“I actually did a double-major in printmaking and women’s studies – two things that everyone is clamouring for more of,” she continues with a light-hearted laugh.
Her idea, at the time, was that she would maybe go from women’s studies into social work, “but after many long discussions with people in social work telling me, basically, ‘this might destroy your soul,’ I decided that it might not be for me. But I always had an interest in storytelling and history and social movements, so, yeah, I feel really, really, lucky to have been given the opportunity to tell the types of stories that really resonate and inspire me.”
And if these stories resonate with and inspire her, she says, there’s an audience for them.
“Maybe some of the things I do don’t necessarily have a huge audience, but they have an audience. I think the same can be said for non-graphic novels. I mean, you have to be practical and do it sustainably, but I think it’s more likely that you will find an audience if you do what you’re passionate about and tell the kinds of stories that are relevant to you. Even if people don’t realize it, they’re more interested in reading work done by someone who is passionate about the subject than someone who is just doing a ‘paint-by-numbers,’ or ‘art by committee’ work that’s made to appeal to the broadest number of people.”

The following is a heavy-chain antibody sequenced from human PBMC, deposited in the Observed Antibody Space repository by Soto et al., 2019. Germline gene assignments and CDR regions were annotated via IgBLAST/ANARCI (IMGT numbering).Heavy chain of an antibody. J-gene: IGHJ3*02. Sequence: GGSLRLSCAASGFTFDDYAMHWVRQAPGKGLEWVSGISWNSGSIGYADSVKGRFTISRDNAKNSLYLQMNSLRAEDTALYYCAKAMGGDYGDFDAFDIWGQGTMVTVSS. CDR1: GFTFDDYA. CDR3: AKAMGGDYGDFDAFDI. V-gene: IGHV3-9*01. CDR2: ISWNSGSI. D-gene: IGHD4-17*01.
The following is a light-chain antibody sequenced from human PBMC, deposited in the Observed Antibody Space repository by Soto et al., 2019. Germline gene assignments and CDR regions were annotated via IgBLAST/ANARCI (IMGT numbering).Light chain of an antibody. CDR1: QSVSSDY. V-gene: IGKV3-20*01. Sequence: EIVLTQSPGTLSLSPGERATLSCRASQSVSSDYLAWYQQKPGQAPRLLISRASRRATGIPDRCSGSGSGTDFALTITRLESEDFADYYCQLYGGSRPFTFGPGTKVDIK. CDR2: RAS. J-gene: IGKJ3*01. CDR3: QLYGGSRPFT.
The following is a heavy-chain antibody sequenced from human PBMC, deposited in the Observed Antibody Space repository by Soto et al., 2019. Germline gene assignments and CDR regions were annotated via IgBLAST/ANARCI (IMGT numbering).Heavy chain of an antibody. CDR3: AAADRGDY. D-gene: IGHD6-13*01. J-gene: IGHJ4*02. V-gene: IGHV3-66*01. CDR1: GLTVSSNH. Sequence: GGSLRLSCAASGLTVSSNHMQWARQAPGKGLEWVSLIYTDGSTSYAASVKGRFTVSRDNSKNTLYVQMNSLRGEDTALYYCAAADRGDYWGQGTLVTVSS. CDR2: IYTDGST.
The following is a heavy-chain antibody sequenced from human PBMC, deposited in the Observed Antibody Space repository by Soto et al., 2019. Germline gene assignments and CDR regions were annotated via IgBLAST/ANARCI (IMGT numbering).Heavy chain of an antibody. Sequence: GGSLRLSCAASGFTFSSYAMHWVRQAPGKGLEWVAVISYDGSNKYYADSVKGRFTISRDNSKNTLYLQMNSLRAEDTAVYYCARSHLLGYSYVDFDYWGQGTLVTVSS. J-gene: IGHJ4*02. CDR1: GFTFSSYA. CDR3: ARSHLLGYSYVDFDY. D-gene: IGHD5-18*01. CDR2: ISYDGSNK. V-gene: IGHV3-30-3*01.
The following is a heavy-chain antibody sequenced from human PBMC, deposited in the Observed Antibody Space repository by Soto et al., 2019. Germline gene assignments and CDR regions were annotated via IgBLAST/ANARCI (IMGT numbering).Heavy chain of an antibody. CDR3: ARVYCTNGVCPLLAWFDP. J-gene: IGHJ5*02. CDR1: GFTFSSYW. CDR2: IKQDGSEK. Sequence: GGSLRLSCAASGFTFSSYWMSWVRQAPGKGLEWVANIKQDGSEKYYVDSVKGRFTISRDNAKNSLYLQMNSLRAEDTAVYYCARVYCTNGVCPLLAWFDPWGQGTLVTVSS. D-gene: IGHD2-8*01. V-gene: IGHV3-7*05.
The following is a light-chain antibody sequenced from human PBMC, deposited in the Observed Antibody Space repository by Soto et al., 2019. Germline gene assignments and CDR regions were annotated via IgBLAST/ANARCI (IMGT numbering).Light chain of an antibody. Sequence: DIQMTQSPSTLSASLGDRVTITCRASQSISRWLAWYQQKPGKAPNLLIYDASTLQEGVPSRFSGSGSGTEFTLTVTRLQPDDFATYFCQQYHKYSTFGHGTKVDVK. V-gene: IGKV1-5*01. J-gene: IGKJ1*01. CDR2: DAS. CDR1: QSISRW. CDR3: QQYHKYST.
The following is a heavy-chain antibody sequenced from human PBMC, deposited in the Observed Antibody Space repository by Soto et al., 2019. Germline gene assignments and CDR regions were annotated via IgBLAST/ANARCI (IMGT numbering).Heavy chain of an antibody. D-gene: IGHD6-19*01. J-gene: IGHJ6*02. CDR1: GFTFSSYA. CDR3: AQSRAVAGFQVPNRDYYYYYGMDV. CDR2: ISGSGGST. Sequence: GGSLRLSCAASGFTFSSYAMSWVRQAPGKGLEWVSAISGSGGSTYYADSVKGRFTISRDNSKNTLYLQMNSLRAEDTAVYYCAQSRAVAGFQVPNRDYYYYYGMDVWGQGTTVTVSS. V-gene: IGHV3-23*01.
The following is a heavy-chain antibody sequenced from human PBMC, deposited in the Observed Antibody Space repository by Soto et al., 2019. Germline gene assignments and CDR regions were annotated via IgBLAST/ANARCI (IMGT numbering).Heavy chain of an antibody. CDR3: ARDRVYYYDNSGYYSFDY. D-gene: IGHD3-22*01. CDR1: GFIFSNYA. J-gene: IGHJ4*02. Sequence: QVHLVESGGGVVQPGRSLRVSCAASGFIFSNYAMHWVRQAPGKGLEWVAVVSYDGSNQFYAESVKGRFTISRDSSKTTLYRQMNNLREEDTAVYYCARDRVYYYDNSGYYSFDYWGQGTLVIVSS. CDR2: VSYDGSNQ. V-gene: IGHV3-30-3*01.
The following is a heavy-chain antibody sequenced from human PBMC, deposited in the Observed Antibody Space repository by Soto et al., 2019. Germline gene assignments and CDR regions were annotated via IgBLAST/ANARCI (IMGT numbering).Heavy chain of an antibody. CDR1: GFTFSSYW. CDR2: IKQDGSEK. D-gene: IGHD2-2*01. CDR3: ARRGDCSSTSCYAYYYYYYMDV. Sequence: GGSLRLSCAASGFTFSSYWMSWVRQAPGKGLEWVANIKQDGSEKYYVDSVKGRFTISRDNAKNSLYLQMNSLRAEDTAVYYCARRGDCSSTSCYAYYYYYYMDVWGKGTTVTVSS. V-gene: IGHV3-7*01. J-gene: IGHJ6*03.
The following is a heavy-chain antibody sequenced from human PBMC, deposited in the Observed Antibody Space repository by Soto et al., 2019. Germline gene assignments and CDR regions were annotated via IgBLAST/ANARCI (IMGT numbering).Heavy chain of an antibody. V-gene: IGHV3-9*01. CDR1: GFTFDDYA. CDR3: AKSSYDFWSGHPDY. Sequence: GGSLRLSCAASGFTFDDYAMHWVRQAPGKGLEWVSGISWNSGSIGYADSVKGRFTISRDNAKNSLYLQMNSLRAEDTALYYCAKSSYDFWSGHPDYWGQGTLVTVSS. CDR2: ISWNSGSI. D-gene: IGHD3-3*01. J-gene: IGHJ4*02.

Ellyn’s work on the Campbell River side of Andrews’ story will continue until mid-January, at which point she will head back to Montreal to work on the other half.
“The graphic novel is actually telling the history of European modernism, but it’s using Sybil as the figure through which that story is told,” says Ken Blackburn, executive director of the Campbell River Arts Council and program manager of the Museum at Campbell River, who first approached Ellyn about the possibility of the book. “So the first half will be the European history of modernism through the first half of the 20th Century, and the second half will be Campbell River’s history through the second half of the 20th Century. So it’s going to have a lot of applications, I think.”
One of those applications, Blackburn says, is increasing the “local-history” aspect of some of the arts council’s current literacy programming, such as the Reading in the Hospital initiative and various programs for youth.
“This graphic novel, we think, will have an appeal, especially to youth, that will be a resource for literacy groups in town and be used as an educational tool, as well,” Blackburn says, adding he is hopeful they can get the graphic novel integrated into some curriculum within the school system, as well.
Because Andrews, Blackburn says, is someone whose legacy needs to be recognized – and he’s worried it’s slipping away.
“As much as we try to raise the profile or talk about Sybil or do things with her name attached, it always just stays at a certain level, which is just sort of below the radar of the general public, for some reason,” Blackburn says. “So now we have a new tool – a new vehicle – to talk about Sybil that also has these wonderful social applications to it, as well.”
The book is targeted to be “about 100 pages,” Blackburn says, and has a tentative launch date of April 19 – Andrews’ birthday, which the community has commemorated as Sybil Andrews Day, which will, next year, also correspond with a new exhibition of Andrews’ work at the museum.
It’s a tight timeline, Ellyn says, but she’s working hard and is hopeful the book can be completed in time.
“We’d really like to have it ready to go in April, but if it’s not we’ll at least have it to the point where some of the art from the book is ready to display alongside the Sybil exhibition on her birthday.”